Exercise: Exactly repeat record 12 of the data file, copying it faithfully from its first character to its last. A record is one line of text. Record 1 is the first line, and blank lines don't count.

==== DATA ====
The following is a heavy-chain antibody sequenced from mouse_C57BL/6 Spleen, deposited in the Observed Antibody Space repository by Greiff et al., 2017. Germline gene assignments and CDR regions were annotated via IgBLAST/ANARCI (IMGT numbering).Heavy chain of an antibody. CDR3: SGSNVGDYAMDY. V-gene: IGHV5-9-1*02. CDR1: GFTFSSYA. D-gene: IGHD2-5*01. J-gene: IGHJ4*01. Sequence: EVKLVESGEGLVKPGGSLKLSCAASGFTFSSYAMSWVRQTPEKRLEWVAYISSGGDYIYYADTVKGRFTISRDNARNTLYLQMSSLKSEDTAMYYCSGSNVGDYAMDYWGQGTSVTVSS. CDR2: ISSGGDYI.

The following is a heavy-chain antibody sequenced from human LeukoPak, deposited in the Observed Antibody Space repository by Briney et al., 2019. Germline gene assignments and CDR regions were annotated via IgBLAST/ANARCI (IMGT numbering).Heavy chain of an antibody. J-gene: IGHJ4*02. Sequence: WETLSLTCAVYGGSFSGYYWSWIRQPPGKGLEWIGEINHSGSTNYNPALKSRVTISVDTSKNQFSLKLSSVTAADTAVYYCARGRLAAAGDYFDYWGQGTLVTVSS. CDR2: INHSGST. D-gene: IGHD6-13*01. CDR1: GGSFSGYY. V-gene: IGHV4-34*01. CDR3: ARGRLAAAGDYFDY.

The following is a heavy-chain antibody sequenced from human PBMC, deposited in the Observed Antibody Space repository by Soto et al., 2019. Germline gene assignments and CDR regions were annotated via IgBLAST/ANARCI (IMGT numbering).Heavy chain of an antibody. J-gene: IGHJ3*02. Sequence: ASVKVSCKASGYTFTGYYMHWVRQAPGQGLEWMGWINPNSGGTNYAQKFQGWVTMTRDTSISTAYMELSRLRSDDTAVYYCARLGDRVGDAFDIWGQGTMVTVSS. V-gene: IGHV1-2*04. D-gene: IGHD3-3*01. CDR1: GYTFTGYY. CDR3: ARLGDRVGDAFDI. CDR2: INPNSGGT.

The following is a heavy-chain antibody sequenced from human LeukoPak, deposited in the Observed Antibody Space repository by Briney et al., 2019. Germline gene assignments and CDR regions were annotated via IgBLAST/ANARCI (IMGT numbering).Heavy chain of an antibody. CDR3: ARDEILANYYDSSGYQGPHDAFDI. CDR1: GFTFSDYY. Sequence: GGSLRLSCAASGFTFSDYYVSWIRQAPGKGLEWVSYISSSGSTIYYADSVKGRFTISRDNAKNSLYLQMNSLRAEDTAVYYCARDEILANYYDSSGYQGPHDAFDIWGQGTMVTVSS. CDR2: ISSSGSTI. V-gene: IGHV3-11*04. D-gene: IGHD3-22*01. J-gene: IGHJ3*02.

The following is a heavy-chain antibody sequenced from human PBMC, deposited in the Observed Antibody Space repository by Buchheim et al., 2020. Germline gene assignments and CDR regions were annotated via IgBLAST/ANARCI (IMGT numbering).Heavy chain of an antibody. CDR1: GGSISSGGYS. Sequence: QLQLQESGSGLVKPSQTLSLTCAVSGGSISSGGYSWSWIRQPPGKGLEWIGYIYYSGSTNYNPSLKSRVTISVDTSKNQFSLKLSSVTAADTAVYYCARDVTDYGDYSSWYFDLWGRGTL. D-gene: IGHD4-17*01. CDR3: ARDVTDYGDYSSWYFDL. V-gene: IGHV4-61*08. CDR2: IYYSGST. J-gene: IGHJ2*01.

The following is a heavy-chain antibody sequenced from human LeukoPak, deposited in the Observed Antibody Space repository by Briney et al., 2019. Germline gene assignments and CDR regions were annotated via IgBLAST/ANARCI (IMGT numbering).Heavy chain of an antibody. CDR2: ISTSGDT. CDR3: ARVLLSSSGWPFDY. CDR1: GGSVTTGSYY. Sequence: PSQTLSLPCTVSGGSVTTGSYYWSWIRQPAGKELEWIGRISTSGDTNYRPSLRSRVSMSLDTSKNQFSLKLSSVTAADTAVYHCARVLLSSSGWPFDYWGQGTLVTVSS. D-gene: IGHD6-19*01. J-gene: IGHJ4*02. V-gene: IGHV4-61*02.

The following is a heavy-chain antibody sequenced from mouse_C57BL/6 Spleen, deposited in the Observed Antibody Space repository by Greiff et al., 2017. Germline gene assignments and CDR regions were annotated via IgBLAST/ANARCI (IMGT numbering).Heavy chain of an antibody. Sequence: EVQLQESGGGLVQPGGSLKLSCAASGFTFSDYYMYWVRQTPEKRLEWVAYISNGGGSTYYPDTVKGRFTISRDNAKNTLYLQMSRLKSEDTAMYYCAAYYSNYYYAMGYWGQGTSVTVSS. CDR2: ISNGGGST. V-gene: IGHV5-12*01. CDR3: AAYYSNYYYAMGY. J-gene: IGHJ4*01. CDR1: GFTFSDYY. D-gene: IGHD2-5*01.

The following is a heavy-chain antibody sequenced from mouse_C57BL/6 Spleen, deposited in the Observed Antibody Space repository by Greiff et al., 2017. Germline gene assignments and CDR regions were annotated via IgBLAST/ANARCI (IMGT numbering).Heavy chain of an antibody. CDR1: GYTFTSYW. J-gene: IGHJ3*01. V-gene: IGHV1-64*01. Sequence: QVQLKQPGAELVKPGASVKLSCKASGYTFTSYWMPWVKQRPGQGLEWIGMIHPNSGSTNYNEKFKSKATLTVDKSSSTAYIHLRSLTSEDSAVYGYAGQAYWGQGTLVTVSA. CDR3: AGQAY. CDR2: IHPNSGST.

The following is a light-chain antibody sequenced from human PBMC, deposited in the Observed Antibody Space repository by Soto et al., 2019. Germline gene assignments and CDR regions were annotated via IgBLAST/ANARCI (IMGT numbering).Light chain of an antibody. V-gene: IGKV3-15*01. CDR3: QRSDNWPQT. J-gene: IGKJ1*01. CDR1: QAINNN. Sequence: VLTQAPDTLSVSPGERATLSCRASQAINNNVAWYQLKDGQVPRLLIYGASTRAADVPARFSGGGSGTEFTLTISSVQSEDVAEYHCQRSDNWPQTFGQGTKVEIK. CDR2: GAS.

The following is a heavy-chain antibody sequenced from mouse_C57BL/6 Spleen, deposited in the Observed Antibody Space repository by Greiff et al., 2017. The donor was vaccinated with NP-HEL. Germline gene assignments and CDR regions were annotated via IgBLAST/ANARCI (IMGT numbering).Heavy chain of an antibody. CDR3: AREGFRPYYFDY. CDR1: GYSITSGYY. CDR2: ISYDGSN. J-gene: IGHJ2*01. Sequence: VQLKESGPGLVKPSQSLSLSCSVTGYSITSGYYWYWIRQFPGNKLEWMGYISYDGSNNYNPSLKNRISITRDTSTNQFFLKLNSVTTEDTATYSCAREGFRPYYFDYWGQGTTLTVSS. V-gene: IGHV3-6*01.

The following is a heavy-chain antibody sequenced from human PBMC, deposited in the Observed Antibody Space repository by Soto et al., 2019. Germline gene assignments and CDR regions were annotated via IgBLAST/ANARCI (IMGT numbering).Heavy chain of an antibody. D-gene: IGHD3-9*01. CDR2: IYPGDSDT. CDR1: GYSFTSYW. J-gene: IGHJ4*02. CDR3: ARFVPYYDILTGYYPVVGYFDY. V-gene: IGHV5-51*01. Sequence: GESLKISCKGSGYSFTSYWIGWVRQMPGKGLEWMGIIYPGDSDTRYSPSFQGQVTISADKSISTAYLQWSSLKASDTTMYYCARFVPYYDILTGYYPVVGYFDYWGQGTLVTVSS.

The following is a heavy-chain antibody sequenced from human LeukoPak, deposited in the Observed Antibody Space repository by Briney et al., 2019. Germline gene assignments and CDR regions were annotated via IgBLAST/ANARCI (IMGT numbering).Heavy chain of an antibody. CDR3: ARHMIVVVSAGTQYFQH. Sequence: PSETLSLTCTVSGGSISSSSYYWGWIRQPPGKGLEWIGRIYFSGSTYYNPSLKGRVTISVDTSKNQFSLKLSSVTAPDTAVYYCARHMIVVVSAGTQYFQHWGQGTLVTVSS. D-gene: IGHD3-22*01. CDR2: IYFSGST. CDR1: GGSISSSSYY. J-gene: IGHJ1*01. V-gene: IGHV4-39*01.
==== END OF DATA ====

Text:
The following is a heavy-chain antibody sequenced from human LeukoPak, deposited in the Observed Antibody Space repository by Briney et al., 2019. Germline gene assignments and CDR regions were annotated via IgBLAST/ANARCI (IMGT numbering).Heavy chain of an antibody. CDR3: ARHMIVVVSAGTQYFQH. Sequence: PSETLSLTCTVSGGSISSSSYYWGWIRQPPGKGLEWIGRIYFSGSTYYNPSLKGRVTISVDTSKNQFSLKLSSVTAPDTAVYYCARHMIVVVSAGTQYFQHWGQGTLVTVSS. D-gene: IGHD3-22*01. CDR2: IYFSGST. CDR1: GGSISSSSYY. J-gene: IGHJ1*01. V-gene: IGHV4-39*01.